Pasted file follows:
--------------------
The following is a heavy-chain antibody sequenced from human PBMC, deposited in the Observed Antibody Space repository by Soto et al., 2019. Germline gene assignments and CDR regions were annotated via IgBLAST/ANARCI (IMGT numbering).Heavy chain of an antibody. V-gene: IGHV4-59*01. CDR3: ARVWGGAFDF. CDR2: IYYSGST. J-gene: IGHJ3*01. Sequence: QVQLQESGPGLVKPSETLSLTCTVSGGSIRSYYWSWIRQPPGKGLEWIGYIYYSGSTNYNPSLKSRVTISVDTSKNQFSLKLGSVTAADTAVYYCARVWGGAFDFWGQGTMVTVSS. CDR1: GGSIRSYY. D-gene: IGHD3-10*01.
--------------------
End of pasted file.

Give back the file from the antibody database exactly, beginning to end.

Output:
The following is a heavy-chain antibody sequenced from human PBMC, deposited in the Observed Antibody Space repository by Soto et al., 2019. Germline gene assignments and CDR regions were annotated via IgBLAST/ANARCI (IMGT numbering).Heavy chain of an antibody. V-gene: IGHV4-59*01. CDR3: ARVWGGAFDF. CDR2: IYYSGST. J-gene: IGHJ3*01. Sequence: QVQLQESGPGLVKPSETLSLTCTVSGGSIRSYYWSWIRQPPGKGLEWIGYIYYSGSTNYNPSLKSRVTISVDTSKNQFSLKLGSVTAADTAVYYCARVWGGAFDFWGQGTMVTVSS. CDR1: GGSIRSYY. D-gene: IGHD3-10*01.